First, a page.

Piecemaker2 (PM2) annotation software. On Video: Jeanine Durning performing her adaptation of ‘No Time to Fly’ by Deborah Hay. Based on Piecemaker originally developed by David Kern, The Forsythe Company. Reprogrammed by Motion Bank. Screenshot: Florian Jenett.
My work at the intersection of (intangible) cultural heritage and IP law has become firmly established over recent years. Three projects have focused my attention: Invisible Difference: Dance, Disability and Law, RICHES and E-Space which have each, in different ways, highlighted for me the important research questions at play. This has led to a series of projects that I am currently working on: an edited collection – Intangible Cultural Heritage and contemporary practice: a law and heritage exploration – that will be published by Edward Elgar in 2018; an associated AHRC responsive mode funding application to work with a theatre practitioner and create a performance examining ICH (nearly ready…); on-going discussions with ICH policy specialists to host a round table symposium to map the intersections between ICH and IP; and intriguing discussions with an economist at Paris1 who has been working on data visualisations for the ICH sector in France – could we do the same for the UK? And this is only the tip of the iceberg!
– Charlotte Waelde
Images of (intangible) cultural heritage in Namibia and Bhutan, by Charlotte Waelde.
For my contribution to Spiritual Herstories: Soulful research in dance studies, edited by Amanda Williamson and Barbara Sellers-Young, I am exploring methodologies that acknowledge and include the soul on various levels. During both my PhD and Movement Medicine training, I regularly encountered (healing) experiences that did not fit our regular explanatory models. Through grappling with the methodological challenges of capturing these academically, I started to look for soulful methodologies that are both fuelled by the soul as well as help understand more of its mysteries. In my personal practice, dance is the place where I ask questions, take stock, re-align various parts of myself, and reconnect with meaning. The mere act of moving opens me to the unseen, and renders me more whole, more empowered, more in tune. This practice influences my work, as I literally ‘dance’ with my research as a living entity in its own right, to make sense of data, and to embody my writing. I propose an ‘alchemy of the soul’ as circular and interdisciplinary approach for studying the intangible from a variety of perspectives, to create radically inclusive research methodologies.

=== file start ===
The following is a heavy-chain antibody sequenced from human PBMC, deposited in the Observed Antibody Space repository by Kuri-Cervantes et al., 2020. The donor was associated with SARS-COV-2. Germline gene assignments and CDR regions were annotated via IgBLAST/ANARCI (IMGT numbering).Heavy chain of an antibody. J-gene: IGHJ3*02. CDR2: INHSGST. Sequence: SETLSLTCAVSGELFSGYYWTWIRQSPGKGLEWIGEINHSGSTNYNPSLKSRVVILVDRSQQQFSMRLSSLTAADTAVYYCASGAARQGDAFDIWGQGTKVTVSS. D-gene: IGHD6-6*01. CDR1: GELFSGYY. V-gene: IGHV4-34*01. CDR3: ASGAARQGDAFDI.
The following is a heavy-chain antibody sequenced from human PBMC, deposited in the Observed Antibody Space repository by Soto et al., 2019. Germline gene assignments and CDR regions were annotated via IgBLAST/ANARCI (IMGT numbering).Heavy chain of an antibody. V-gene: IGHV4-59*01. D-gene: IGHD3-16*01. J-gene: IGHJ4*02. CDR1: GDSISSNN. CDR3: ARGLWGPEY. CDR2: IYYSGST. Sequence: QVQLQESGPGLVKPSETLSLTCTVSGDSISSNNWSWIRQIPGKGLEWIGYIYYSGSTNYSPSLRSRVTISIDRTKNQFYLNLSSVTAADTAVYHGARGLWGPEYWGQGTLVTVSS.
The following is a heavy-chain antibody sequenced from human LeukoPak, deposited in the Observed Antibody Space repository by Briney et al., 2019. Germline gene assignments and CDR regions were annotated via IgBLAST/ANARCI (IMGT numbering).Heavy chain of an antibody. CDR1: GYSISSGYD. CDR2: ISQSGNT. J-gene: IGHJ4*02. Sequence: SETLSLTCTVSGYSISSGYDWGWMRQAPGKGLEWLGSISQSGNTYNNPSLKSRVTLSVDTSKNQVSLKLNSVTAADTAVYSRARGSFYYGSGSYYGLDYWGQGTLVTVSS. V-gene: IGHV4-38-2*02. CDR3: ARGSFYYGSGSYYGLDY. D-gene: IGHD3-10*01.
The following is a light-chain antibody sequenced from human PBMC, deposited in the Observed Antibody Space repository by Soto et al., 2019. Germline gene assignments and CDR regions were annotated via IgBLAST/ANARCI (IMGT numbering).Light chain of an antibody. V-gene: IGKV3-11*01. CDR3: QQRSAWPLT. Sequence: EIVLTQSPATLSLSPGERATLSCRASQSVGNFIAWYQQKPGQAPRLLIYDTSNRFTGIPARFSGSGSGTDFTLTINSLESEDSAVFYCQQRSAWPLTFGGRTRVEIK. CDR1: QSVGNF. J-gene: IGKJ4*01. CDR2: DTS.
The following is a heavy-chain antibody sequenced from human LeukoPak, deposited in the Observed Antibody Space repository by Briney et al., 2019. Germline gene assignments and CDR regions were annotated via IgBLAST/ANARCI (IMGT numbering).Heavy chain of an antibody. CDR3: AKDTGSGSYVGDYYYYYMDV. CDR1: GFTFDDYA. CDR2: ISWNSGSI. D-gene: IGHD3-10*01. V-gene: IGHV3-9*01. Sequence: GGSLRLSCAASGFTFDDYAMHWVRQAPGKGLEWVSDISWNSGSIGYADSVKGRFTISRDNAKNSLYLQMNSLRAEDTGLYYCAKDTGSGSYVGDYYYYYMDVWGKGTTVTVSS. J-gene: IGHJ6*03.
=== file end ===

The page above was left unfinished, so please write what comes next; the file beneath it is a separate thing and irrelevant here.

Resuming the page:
– Eline Kieft
Images courtesy of Eline Kieft, Christoph Frei, Henk Kieft and Jose Kieft
As part of the Accumulations project, I’ve been invited by dance artist Amy Voris to contribute to a shrine to women’s work. She has asked: How does your familial and creative female lineage manifest in your own work / play? Hosting, sharing food, and creating social occasions for exchange have become interests in my work, and these were givens to my female predecessors. In my creative lineage, Irish choreographer Joan Davis and movement artist Sandra Reeve teach, perform and host creative events in their homesteads and gardens, where the sharing of food, conversation and creativity become central to the process. I am now calling this familial and creative lineage ‘home practice’. For the shrine to women’s work, I am assembling a picnic hamper of home-spun items including my great grandmother’s lace, a poem/letter from my mother, a home baked tea brack, and my ‘home practice’ movement/writing journal. I plan to host a gathering on 5th of August for colleagues, friends and family to visit the shrine and have tea with me, but it will also be open to the general public for the first two weeks of August: http://www.accumulationsproject.com
– Emma Meehan